With the start of March, so ended the life of archaeology in the National Museum Wales, in the city centre at least. A farewell event was hosted on the 5th, with some of the most notable figures in archaeology in Wales assembling to explore the collections once more, before they are packed up, for theoretical display in St Fagans. I say 'theoretical display' quite cynically and sincerely, because it would appear that very little of the national archaeology collection will actually appear on show once the new St Fagans opens for business, but more on that later.
I've been to plenty of gallery openings over the years, but the closure of Origins was something quite unique. Some in attendance jokingly called it a wake, other meant it quite seriously. Platitudes were afforded to what has stood out as one of the most effective and innovative displays of archaeology certainly in Wales, if not further afield as well. Total visitor figures of 708,000 were cited, a remarkable number. Given such clear popularity for the Origins gallery, the question should surely be asked once more, why oh why is archaeology being packed up and shuffled away into the back cupboard of St Fagans' holdings.
Roughly a hundred individuals came to send the archaeology displays on their way, and a frequently somber mood, equally gave way to merriment, as old faces were seen for the first time in many years. The 'wake' was split into three sections, an initial talk, followed by an opportunity to walk through the exhibition once more, before closing with a session considering the planned future exhibitions for St Fagans. This final element was originally pitched as a Q&A, an opportunity for concerned voices to raise their views regarding the seemingly shoddy treatment of archaeology. The Q&A however did not happen.
Perhaps it was for the best that the Q&A was hastily abandoned. That is was, perhaps reflected the mood of the crowd. Few voices present who I engaged with could present a positive view on the move from city centre to St Fagans. Indeed, most voices were those of fear, that archaeology would face a future in the shadows, overwhelmed by St Fagans' remit for social history. A quick view of the proposed new galleries for St Fagans did little to dispel any such concerns. Thematic rather than period driven exhibitions are proposed, in which archaeology will certainly play a part, but it is clear that the archaeology collections will play a supportive role, rather than be a distinctive element within the new museum. Certainly, there will be much much less on display than there ever was in Origins, and that is a great shame given the quality of the collections held in Wales.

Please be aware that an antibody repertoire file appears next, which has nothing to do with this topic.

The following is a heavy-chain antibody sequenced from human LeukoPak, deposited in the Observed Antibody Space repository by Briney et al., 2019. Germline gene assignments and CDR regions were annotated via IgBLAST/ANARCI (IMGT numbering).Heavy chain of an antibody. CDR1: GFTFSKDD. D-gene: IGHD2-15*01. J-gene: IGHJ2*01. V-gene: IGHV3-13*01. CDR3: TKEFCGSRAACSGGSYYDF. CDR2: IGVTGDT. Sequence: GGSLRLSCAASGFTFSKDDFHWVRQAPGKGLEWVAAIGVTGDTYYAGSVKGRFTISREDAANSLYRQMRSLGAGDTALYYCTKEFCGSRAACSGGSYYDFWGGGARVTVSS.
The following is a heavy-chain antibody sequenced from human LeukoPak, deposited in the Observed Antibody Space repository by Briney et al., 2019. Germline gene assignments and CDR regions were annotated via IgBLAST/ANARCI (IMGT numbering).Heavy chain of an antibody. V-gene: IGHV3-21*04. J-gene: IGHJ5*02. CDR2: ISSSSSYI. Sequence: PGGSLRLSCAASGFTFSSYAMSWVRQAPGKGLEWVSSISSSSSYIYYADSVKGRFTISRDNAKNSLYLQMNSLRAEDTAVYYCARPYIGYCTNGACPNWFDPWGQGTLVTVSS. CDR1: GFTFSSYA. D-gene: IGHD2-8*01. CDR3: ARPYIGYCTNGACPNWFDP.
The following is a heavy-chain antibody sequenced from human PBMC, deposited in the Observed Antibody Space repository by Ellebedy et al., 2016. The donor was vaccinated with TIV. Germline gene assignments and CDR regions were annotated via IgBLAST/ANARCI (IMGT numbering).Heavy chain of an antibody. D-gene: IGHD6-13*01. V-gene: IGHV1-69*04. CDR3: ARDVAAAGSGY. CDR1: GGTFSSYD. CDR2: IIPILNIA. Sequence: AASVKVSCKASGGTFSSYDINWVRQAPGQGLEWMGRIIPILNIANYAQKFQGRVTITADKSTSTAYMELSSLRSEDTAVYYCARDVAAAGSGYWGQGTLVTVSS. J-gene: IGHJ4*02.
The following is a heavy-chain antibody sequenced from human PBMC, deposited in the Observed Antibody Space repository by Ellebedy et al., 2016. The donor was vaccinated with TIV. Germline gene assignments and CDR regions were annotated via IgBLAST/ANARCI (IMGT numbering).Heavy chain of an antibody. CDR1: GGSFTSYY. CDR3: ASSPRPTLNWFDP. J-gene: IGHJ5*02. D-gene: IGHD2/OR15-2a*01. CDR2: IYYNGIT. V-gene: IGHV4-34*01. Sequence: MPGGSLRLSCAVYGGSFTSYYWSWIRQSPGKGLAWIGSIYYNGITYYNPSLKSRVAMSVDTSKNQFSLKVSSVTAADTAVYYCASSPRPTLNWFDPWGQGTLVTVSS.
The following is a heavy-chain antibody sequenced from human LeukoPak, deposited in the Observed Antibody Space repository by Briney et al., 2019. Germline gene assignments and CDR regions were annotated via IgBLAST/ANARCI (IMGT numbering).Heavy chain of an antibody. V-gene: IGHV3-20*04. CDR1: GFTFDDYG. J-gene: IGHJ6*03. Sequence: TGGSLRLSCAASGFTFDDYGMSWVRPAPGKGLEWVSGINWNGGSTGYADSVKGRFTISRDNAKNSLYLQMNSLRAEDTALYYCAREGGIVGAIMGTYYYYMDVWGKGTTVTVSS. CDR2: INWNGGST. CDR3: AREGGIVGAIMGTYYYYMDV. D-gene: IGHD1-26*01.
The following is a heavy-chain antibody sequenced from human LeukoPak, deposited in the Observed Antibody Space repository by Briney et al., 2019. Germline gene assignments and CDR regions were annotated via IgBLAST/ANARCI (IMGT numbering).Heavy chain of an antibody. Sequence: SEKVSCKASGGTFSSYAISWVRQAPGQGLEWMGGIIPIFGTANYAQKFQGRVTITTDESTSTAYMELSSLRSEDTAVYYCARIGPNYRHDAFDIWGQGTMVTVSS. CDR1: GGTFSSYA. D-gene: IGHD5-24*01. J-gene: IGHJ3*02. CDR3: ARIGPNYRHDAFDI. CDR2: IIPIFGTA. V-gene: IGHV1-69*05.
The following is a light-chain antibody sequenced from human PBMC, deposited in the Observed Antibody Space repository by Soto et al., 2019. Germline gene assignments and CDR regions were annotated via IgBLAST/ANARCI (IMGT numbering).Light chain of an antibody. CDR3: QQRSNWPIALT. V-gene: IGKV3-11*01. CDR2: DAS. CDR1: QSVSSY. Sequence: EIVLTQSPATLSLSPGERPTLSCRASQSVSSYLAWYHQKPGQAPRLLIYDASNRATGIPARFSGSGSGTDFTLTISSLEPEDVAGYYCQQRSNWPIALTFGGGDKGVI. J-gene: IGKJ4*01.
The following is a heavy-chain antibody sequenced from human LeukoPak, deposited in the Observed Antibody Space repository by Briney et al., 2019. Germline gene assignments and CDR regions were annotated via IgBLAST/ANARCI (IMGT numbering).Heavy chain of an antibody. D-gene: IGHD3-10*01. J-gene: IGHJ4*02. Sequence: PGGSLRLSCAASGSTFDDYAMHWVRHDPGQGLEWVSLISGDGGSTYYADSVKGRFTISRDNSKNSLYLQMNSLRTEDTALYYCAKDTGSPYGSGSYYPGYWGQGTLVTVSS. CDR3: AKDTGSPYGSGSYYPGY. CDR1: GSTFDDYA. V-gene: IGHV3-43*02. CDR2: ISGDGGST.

So, Origins is gone, or in the process of going as exhibitions are stripped down, and objects boxed up. Below are a selection of images from the archaeology displays as they once were, a reminder of when archaeology had a central role to play. Take them in, because, sadly, it would seem that we will not have the opportunity to enjoy the display of Welsh archaeology in such quantity or quality, for a very, very long time.
There has been plenty of reason to grumble about the National Museum Wales of late, certainly if you are an archaeologist. One of the things that I have found most troubling about the closure of the archaeology gallery, is that a major part of the Welsh story will be lost to audiences in the city centre. A museum stacked with international art collections is not a National Museum, it is a National Gallery - an institution which serves a very different purpose.
That being said, a National Gallery which explores Welsh themes would be no bad addition to the Welsh landscape, and is a concept which frequently generates excitement in Senedd debates (coming up once a year or so). When the contemporary art gallery opened in the National Museum Wales, it did so with a notion that this space would allow the museum to explore Welsh artists and Welsh works of art. In the early days, this was achieved quite effectively. However subsequent exhibitions have includes 'The Queen: Art and Image', 'Pop and Abstract' and of course the Artes Mundi prize displays - all of which were highly questionable in terms of their relevance to an exploration of Welsh themes, certainly Welsh artists were ephemeral contributors at best to such displays.
Officially launching tomorrow though, is the 'Wales Visitation: Poetry, Romanticism and Myth in Art'. It is, I would argue, the first National Museum Wales exhibition to be inspired by the use of LSD, it taking its inspiration from Allen Ginsberg's 1967 wanderings through the Welsh landscape. I'm looking forward to getting down to the museum next week, but I've heard bits and pieces about the collection, which will include the likes of 'The Bard', and a Mari Lwyd. I'm hoping for something wonderfully bizarre, but first and foremost I'm hoping for something Welsh. Early indications suggest that this exhibition will do just that, and my hope is that this becomes the norm, rather than the special.